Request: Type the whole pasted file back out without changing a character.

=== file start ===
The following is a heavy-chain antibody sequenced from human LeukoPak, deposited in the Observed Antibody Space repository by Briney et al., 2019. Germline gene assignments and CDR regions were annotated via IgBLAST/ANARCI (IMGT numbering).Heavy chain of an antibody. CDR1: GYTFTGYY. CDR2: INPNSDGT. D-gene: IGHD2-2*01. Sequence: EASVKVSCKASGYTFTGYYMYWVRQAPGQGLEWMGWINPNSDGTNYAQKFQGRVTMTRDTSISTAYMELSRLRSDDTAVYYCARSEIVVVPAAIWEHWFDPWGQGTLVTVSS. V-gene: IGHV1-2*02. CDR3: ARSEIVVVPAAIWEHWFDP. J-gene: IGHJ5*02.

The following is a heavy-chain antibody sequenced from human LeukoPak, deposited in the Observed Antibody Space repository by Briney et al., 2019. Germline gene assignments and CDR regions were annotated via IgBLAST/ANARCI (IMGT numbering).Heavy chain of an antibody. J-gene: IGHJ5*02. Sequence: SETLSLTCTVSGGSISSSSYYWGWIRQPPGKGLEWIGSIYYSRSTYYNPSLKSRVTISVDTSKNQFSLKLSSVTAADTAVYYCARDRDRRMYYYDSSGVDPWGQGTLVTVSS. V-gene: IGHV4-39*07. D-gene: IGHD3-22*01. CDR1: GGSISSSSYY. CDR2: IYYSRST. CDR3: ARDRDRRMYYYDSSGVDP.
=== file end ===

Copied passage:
The following is a heavy-chain antibody sequenced from human LeukoPak, deposited in the Observed Antibody Space repository by Briney et al., 2019. Germline gene assignments and CDR regions were annotated via IgBLAST/ANARCI (IMGT numbering).Heavy chain of an antibody. CDR1: GYTFTGYY. CDR2: INPNSDGT. D-gene: IGHD2-2*01. Sequence: EASVKVSCKASGYTFTGYYMYWVRQAPGQGLEWMGWINPNSDGTNYAQKFQGRVTMTRDTSISTAYMELSRLRSDDTAVYYCARSEIVVVPAAIWEHWFDPWGQGTLVTVSS. V-gene: IGHV1-2*02. CDR3: ARSEIVVVPAAIWEHWFDP. J-gene: IGHJ5*02.

The following is a heavy-chain antibody sequenced from human LeukoPak, deposited in the Observed Antibody Space repository by Briney et al., 2019. Germline gene assignments and CDR regions were annotated via IgBLAST/ANARCI (IMGT numbering).Heavy chain of an antibody. J-gene: IGHJ5*02. Sequence: SETLSLTCTVSGGSISSSSYYWGWIRQPPGKGLEWIGSIYYSRSTYYNPSLKSRVTISVDTSKNQFSLKLSSVTAADTAVYYCARDRDRRMYYYDSSGVDPWGQGTLVTVSS. V-gene: IGHV4-39*07. D-gene: IGHD3-22*01. CDR1: GGSISSSSYY. CDR2: IYYSRST. CDR3: ARDRDRRMYYYDSSGVDP.